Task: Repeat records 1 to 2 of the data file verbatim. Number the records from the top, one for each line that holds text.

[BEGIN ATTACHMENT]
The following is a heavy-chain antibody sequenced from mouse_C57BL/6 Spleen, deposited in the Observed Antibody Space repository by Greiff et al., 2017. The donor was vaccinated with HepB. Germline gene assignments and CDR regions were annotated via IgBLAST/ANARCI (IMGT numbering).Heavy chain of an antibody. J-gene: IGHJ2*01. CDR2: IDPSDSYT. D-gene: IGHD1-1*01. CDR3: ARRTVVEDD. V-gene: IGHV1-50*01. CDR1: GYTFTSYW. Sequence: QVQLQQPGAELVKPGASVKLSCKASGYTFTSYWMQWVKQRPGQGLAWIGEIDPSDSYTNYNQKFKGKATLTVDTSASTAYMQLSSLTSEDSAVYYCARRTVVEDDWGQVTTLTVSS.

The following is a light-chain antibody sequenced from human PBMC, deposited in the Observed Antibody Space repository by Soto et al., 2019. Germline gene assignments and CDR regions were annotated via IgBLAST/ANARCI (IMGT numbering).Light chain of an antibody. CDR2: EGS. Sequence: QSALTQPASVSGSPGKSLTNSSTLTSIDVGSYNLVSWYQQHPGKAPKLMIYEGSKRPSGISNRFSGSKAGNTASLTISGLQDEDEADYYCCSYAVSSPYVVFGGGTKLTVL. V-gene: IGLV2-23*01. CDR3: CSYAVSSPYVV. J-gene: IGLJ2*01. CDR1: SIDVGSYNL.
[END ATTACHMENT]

The following is a heavy-chain antibody sequenced from mouse_C57BL/6 Spleen, deposited in the Observed Antibody Space repository by Greiff et al., 2017. The donor was vaccinated with HepB. Germline gene assignments and CDR regions were annotated via IgBLAST/ANARCI (IMGT numbering).Heavy chain of an antibody. J-gene: IGHJ2*01. CDR2: IDPSDSYT. D-gene: IGHD1-1*01. CDR3: ARRTVVEDD. V-gene: IGHV1-50*01. CDR1: GYTFTSYW. Sequence: QVQLQQPGAELVKPGASVKLSCKASGYTFTSYWMQWVKQRPGQGLAWIGEIDPSDSYTNYNQKFKGKATLTVDTSASTAYMQLSSLTSEDSAVYYCARRTVVEDDWGQVTTLTVSS.

The following is a light-chain antibody sequenced from human PBMC, deposited in the Observed Antibody Space repository by Soto et al., 2019. Germline gene assignments and CDR regions were annotated via IgBLAST/ANARCI (IMGT numbering).Light chain of an antibody. CDR2: EGS. Sequence: QSALTQPASVSGSPGKSLTNSSTLTSIDVGSYNLVSWYQQHPGKAPKLMIYEGSKRPSGISNRFSGSKAGNTASLTISGLQDEDEADYYCCSYAVSSPYVVFGGGTKLTVL. V-gene: IGLV2-23*01. CDR3: CSYAVSSPYVV. J-gene: IGLJ2*01. CDR1: SIDVGSYNL.